Weather Service issues heat advisory

PENDLETON - The National Weather Service Forecast Office has issued a heat advisory for the next three days. Meteorologist Jon Bonk issued the warning at 5:21 a.m. Tuesday. It's in effect from 1 p.m. today to 9 p.m. Friday. He predicted temperatures today would exceed 100 degrees across significant portions of the eastern Columbia River Gorge, the Lower Columbia Basin and the foothills of the Blue Mountains.

"Daytime temperatures will remain hot through at least Friday," he said. "Some cooling is expected over the weekend.

Bonk predicted minimum temperatures Thursday and Friday mornings would remain in the mid 60s to mid 70s, providing little nighttime relief.

A National Weather Service heat advisory means a prolonged period with temperatures at or exceeding 100 degrees is expected. This will create a situation in which heat illnesses are possible. Agency officials advise people to drink plenty of fluids, stay in an air-conditioned room, stay out of the sunshine and check on relatives and neighbors, especially the very young and the elderly.

More weather information is available at the agency's Web site, www.weather.gov/pendleton.

National Forest fire restrictions begin

Restrictions on the Umatilla National Forest began at 12:01 a.m. Tuesday.

The first restriction disallows building and tending campfires - including charcoal briquettes - outside of a fire pit in a designated camp area. Cooking fires and warming fires also are prohibited. Heat sources allowed include pressurized gas stoves and space-heating devices.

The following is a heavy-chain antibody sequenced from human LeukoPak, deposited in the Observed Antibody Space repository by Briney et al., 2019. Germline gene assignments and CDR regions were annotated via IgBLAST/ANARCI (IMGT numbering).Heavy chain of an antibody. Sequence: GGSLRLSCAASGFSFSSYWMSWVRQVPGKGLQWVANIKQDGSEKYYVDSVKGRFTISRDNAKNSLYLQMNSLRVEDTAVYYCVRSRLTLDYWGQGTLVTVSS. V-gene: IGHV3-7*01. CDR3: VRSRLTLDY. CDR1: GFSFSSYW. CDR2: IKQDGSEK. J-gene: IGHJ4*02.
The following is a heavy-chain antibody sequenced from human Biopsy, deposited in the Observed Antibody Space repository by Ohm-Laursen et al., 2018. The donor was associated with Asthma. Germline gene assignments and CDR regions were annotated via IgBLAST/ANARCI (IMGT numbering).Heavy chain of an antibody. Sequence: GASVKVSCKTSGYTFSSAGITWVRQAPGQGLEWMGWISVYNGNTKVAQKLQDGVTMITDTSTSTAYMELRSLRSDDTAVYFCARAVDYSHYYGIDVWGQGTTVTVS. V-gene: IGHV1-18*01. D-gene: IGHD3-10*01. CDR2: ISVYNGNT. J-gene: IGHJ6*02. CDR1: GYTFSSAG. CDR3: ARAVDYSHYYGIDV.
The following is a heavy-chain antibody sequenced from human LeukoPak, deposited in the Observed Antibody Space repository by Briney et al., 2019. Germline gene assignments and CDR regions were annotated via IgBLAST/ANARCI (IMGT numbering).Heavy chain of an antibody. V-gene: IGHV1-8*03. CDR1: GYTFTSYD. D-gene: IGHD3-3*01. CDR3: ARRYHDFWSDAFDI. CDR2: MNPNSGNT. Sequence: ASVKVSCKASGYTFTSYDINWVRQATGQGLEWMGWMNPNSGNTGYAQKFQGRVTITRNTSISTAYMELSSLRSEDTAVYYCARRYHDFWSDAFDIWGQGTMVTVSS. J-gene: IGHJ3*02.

Smoking is allowed only inside of vehicles, buildings, developed recreation sites or in an area cleared of flammable debris.

Internal combustion engines, such as those in chain saws, are not allowed. Generators are allowed only in the center of a cleared-out area at least 10 feet in diameter. A generator also can run inside a pickup bed clear of flammable debris.

The Forest Service advises forest visitors to carry an ax, a shovel and an 8-ounce or larger fire extinguisher.

Milton-Freewater transit services roll

MILTON-FREEWATER - The City Council approved grant funding needed to continue two public transportation programs Monday.

The first is a taxi service for seniors and disabled passengers, running since 1971, that serves a minimum of 500 passengers per month.

The service charges $1 for in-city passengers and $2 for passengers outside the city limits, but the bulk is funded by a $35,000 grant administered by the Umatilla County Special Transportation Fund.

The second grant from the Oregon Department of Transportation supports a fixed-route bus program.

Recommended for you

(0) comments

Welcome to the discussion.

Keep it Clean. Please avoid obscene, vulgar, lewd, racist or sexually-oriented language.
PLEASE TURN OFF YOUR CAPS LOCK.
Don't Threaten. Threats of harming another person will not be tolerated.
Be Truthful. Don't knowingly lie about anyone or anything.
Be Nice. No racism, sexism or any sort of -ism that is degrading to another person.
Be Proactive. Use the 'Report' link on each comment to let us know of abusive posts.
Share with Us. We'd love to hear eyewitness accounts, the history behind an article.